A short section of the original South Steps was removed to create the lighthouse road in the 1820s. It is from this road that the visitors begin their ascent and the first couple of flights are not original. The steps are very dramatic as they wind their way up the island affording great views back to the mainland and Little Skellig. There is a long flight, which leads up to Christ’s Saddle where the visitors can rest before continuing up to the Monastery itself. At the top of the access steps there is a nineteenth century entrance, which leads into the Upper Monks’ Garden. The original entrance can be seen at the other end of this garden, located at the top of the East Steps.
These massive walls were constructed of drystone to create level terracing for the establishment of the monastery. The stones used are of considerable size with the short ends visible in the wall face. The walls also provide shelter from the prevailing winds and create a microclimate, which facilitated the growth of essential foods. The walls date from different periods and reflect repeated collapse and reconstruction over time.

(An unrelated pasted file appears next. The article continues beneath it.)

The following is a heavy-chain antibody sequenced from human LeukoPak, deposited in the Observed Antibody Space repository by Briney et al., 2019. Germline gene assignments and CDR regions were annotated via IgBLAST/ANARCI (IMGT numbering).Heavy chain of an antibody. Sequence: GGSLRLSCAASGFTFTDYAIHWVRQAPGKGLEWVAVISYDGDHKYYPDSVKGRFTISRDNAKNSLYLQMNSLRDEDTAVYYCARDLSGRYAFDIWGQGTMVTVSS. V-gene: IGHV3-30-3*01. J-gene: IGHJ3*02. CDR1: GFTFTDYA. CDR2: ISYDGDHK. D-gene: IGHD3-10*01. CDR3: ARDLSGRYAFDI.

There were a number of entrances into the monastic enclosure, each replacing a previous one. The present-day entrance is the third to have been constructed. The Outer Entrance at the top of the East Steps housed a gate, which could be secured.
The Large Oratory
This is the earliest extant church within the monastic enclosure and is a traditional inverted boat-shaped oratory. It has a wide west doorway and a small rectangular window in the east wall. It is rectangular in plan with thick walls constructed of dry stone. The internal walls show signs of later lime washing dating from the nineteenth century when the lighthouse families used the oratory as their church.